Kurt thanked me profusely. And then he said, “I know you’re an atheist, but you’d make a great Mormon.” From his perspective, he was paying me a high compliment. I returned the compliment, telling him I thought he’d make a fine atheist. And he would. Apart from this blind-spot of faith, Kurt is quite the rationalist.

I figured we were done. Kurt’s problem was apparently solved, he was happy, I’d done a good deed, mission accomplished on all counts. Unfortunately, it didn’t end there.

Kurt’s mind has been blown. He is awed by the fact that an atheist can be such a nice person. On one hand, I’m happy that this experience has opened a door for him — he has firsthand knowledge that not only can atheists provide satisfactory solutions to personal problems, but they are kind and compassionate, just like (his impression of) Mormons. So hooray. On the other hand, however, ouch. Are atheists really seen as such cranks and meanies that an intelligent individual could be shocked at being treated compassionately by an atheist? If atheists are all belligerent proselytizers who hold religion up to scorn, why consult with one in the first place?

Another thing that bothered me was that Kurt seemed to think that God wanted him to be perfect. No faults, no chinks in that shining armor. I tried to get around that by telling him that perfection is inherently unattainable, and that he might find comfort in considering that our inability to attain it means that we have infinite opportunity for change and improvement. He liked that, but it was clear that he would continue being (in my opinion) much too hard on himself for having absolutely normal feelings and desires. So much of what he saw as a moral standard appeared to be aesthetic, rather than ethical. It saddens me to see someone so needful of external validation, as opposed to internal fulfillment[3].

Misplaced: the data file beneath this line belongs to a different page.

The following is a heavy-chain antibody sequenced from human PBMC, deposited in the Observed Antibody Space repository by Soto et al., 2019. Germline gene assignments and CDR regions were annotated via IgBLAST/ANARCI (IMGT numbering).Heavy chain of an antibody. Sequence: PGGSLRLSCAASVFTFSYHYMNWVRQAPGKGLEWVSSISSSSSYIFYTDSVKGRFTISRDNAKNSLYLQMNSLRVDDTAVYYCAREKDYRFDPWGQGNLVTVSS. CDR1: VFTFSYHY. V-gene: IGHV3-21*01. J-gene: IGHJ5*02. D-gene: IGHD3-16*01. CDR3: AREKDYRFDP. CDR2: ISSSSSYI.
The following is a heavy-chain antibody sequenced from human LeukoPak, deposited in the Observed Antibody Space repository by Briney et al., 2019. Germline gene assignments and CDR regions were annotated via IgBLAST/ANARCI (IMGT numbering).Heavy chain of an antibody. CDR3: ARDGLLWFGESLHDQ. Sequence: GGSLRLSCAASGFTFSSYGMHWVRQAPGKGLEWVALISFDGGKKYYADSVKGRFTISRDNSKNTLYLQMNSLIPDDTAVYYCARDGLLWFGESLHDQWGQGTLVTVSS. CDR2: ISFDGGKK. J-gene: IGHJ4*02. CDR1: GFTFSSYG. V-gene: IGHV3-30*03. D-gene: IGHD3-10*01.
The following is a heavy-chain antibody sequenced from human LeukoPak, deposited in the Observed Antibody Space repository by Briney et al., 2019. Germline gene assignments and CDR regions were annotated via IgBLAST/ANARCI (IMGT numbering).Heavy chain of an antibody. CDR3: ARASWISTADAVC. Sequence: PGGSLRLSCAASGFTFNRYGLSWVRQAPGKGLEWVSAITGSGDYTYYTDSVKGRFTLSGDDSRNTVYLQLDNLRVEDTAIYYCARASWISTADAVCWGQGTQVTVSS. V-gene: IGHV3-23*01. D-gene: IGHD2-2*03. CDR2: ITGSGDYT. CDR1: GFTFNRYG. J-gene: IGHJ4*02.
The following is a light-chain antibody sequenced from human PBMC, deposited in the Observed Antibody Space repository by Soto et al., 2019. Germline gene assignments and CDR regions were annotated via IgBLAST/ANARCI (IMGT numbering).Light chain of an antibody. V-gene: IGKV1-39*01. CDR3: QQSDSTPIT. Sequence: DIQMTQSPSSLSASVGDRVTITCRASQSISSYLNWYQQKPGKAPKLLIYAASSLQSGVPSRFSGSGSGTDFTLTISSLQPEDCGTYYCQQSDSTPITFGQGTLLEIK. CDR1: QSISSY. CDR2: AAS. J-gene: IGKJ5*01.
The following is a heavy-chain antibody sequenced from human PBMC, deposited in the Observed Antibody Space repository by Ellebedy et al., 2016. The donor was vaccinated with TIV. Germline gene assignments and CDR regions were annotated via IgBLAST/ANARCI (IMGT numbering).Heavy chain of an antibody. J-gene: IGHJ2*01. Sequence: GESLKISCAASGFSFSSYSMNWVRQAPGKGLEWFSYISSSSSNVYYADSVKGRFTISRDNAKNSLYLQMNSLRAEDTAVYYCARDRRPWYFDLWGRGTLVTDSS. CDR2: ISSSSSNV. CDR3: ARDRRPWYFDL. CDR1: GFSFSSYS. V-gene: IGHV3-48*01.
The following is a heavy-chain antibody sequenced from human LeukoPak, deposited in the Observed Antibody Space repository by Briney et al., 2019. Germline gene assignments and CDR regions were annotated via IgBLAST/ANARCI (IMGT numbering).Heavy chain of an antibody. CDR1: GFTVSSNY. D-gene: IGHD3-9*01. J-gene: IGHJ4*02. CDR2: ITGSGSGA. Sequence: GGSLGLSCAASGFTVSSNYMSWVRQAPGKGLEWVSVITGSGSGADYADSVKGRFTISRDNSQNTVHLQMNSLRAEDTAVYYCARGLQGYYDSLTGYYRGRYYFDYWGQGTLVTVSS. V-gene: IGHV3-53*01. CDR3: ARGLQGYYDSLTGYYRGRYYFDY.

Which leaves me here, concerned that by continuing to pursue his religion, Kurt may be doing psychological damage to himself. He is seeking the validation of a being who doesn’t exist, rather than living an intellectually and emotionally satisfying life. And for myself, I am somewhat offended that anyone could be shocked that I am a nice person, just because I don’t have an imaginary friend.

No, Kurt. I would not make a good Mormon.


Amy Frushour Kelly

[1] This is not his real name.


[3] Although to be fair, aren’t we all guilty if this? I certainly am, on occasion...